Fall and its impact on senior citizens.



key facts.

  • When it comes to accidental or unintentional injury deaths worldwide, falls take the second place.
  • About 424000 individuals die from falls globally  over 80% of these are in low and middle-income countries.
  •  Every year 37.3  million falls are so severe that they require medical attention.
  • In adults over 65 these falls could be fatal.
  • Prevention is possible through creating safe environments.

a fall is defined as an event which results in a person coming to rest inadvertently on the ground or floor or other lower level.

the fall could be severe enough to require medical  treatment there are chances of it being fatal particularly in people over 65. In younger individual there have cases of permanent disability, or hospitalization resulting in missing work or school.

Globally it is estimated that 424000 fatal occurs each year, this makes it the second  only to accidents in unintentional cause of death. The incidences seem to higher in people over 60, this could be due to undiagnosed pathologic fracture in the hip bone, or impaired ability to balance. Though young adults and children make 37.3 million of the fall related injuries, they are less fatal, though chances of disability-adjusted life (DALY)  could be a fall out. Fall is responsible for 40% of the 17 million DALY’s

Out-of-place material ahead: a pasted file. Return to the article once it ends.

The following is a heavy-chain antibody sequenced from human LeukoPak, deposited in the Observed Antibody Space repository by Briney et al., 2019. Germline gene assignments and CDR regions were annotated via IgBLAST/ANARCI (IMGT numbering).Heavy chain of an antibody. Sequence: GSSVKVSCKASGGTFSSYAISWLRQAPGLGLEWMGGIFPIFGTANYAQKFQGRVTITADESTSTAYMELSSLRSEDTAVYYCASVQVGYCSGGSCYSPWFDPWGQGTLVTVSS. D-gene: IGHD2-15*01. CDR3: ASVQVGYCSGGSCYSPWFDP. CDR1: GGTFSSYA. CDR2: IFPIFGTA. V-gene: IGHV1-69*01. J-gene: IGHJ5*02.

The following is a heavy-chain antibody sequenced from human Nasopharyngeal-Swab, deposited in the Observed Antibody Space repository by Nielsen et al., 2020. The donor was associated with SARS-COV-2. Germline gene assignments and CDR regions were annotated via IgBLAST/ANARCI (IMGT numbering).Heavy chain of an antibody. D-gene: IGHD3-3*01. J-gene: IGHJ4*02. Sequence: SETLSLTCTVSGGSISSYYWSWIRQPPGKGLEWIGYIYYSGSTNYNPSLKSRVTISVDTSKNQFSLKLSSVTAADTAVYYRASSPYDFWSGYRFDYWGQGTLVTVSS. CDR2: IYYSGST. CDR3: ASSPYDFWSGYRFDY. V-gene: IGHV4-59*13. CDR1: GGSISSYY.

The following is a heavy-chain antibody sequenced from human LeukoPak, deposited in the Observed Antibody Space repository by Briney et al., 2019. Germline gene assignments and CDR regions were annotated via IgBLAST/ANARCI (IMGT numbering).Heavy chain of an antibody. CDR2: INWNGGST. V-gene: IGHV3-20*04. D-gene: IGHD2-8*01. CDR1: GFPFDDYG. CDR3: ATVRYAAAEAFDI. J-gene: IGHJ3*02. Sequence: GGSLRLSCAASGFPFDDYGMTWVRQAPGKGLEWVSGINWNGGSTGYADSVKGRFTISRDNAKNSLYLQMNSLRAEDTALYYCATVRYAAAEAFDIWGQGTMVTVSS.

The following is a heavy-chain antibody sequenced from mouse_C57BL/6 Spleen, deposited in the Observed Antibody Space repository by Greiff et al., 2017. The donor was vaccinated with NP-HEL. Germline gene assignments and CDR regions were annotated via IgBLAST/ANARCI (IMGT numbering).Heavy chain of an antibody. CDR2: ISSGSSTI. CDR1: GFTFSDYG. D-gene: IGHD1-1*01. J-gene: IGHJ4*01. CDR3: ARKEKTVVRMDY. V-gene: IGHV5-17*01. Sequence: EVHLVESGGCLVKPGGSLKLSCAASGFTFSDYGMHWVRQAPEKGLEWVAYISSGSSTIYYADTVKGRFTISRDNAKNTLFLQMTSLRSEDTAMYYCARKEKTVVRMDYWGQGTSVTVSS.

Risk demography:

While  everyone who falls do risk injury, the age, gender, health and circumstances of the fall, affect the type and severity of the injury. Age: is one key factor.  The risk of severity increases with age. This could be due to cognitive changes associated with ageing, in addition to the social environment, not being adapted to ensure the safety of the aging population. Gender: though both the genders are at equal risk to fall, it has been noted that men are more likely to die from a fall, while women suffer less fatal falls.  Older women and younger children display increased injury severity, though DALY’s and death are more in men.

Other factors are:

  • Occupations at hazardous conditions like elevated heights.
  • Alcohol or substance abuse.
  • Underlying neurologic, cardiac or other disabling conditions this is more in senior citizens.
  • Adverse effects of medication and physical in medications, physical inactivity and loss of balance this more in senior citizens.


Would involve comprehensive and multifaceted strategies. Research and public health initiatives would be required to explore variable factors  causing the fall. There is a need to create safer environments and reduce risk factors.

screening  living spaces and areas of social interaction this would require active involvement of engineers.

Clinical interventions to identify risk factors like low blood pressure, vitamin D supplement, calcium supplement, correction of visual impairment. Review of medication periodically are necessary.

Home assessment and environment modification for those with known risk factors or a history of falling is a must.

Appropriate devices that assist to  address the physical and sensory impairments are essential.

Muscle strengthening and balance retraining can be prescribed and conducted by health professionals.

Hip protectors for these at risk of a hip fracture due to a fall.

Falls are the second largest cause of  unintentional death and responsible for 40% of DALYs so creating awareness and prompt and adequate treatment is mandatory.

For more information contact:

WHO Media centre
Telephone: +41 22 791 2222
E-mail: mediainquiries@who.int



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